LEGO DC Superhero Girls: Super-Villain High
LEGO DC Superhero Girls: Super-Villain High 2018
I’m still working my way through the movies of the past couple years including the many DC animated features and this one seems like a sub-genre within a sub-genre as there have been a few Superhero Girls webseries and movies and there have been a few LEGO DC movies and this combines the two into something else. I also felt like I was missing a little something having not seen the previous Brain Drain. But it wasn’t exactly too difficult to follow. And when I compare it to the previous similar properties, it falls right in line with the other LEGO DC movies and it’s on the higher side of the previous Superhero Girls that I’ve watched. It’s fun, it’s somewhat self-aware, and it’s important just to exist as a superhero property with a significant amount of positive female characters.
It’s always worth mentioning that this series is important just because there seems to be several dozen Batman movies coming out all the time that it is great to see something that focuses on more of the female DC characters. Not only that, but it’s not a watered down story focusing on girly things. It’s an actual superhero story that happens to feature plenty of female characters. It even somewhat solves the question as to why half of the characters going to the school are traditionally super-villains rather than heroes. The one disappointing thing is that while nearly all of the students are female, all of the teachers are male except for Principal Waller. On one hand, all of the main characters with most of the screen time are female, but all of the characters in positions of power are male. So it’s a little bit hit and miss.
The main pull of the story is the rivalry between the typically villainous clique of girls at Superhero High consisting of Cheetah, Killer Frost (who drops the “Killer” from her name), Poison Ivy, Catwoman, and eventually tosses in Harley Quinn for comedic effect versus the heroic girls Wonder Woman, Supergirl, Batgirl, and the lesser known Green Lantern Jessica Cruz. It starts out in the gym where the heroes have been undefeated but then it expands as Lex’s lesser known little sister Lena Luthor decides to drive a wedge between the two groups by enticing the villains to join her brand new Uber High by disguising herself as Principal Waller and new student with the obvious name Divide. She then uses the villainous students to help her steal some gems to power a super suit. There’s also a side story with a mini rivalry between Bumblebee and Katana that doesn’t necessarily amount to much.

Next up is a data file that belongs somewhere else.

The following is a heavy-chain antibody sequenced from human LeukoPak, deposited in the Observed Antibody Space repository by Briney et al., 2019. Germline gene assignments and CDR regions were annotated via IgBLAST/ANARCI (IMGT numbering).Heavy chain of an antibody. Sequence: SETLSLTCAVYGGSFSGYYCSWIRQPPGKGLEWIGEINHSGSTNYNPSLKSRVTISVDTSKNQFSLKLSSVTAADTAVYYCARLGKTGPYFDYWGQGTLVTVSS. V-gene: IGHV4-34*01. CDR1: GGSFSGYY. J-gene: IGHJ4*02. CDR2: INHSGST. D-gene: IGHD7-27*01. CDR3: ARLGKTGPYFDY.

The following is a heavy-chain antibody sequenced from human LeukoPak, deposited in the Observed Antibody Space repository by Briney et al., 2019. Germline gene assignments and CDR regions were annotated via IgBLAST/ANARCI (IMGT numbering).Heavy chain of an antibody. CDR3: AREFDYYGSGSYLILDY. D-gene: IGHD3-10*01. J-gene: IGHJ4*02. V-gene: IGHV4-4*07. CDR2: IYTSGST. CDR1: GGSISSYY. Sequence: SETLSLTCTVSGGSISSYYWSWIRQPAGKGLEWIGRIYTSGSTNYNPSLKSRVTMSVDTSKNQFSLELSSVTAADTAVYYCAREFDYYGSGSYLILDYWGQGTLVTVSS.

Since this is aimed at younger viewers, there is an overall moral to the story that seems to be about sportsmanship in general as well as an overall generic message that friendship is important. It’s generally in the background until the end where it plays an annoying part in resolving the climax as Katana and Bumblebee obviously put aside their rivalry to work together instead of against each other. The villains also learn that the heroes have actually been trying to be their friends and they had been lied to and used by Lena Luthor the entire time. It’s overblown and even though the kids work together as a team at the end, they end up defeating Lena by a complete and total fluke of fate. There’s also elements of it being toyetic in a similar fashion as the Batman Unlimited series where there are various vehicles that the kids get into that feel like the only reason to exist is as a potential tie-in kit you can buy at your local Target store.
While there were some quality issues with the story due to its focus on a younger crowd, there’s still an element of the typical LEGO style humor laced throughout the entire film which helped make it more watchable. Harley is the majority of the comic relief as well as a few quick scenes from Cyborg and Beast Boy with the same voice actors as Teen Titans Go, but there are other elements here and there along with the usual LEGO style elements like how one of the characters changes her hair by taking her solid plastic hair off and replacing it with a different plastic hair piece. Aside from the moments of humor, the overall plot is fairly simple, the characters are generally one-note, and while there’s nothing especially bad about this movie, there’s also nothing especially exceptional in it. As far as girl-centric superhero movies go, it’s not a bad choice especially if you have a younger superhero fan in your household. But it’s still a far cry from the theatrical LEGO movies out there. Until next time, this has been Bubbawheat for Flights, Tights, and Movie Nights.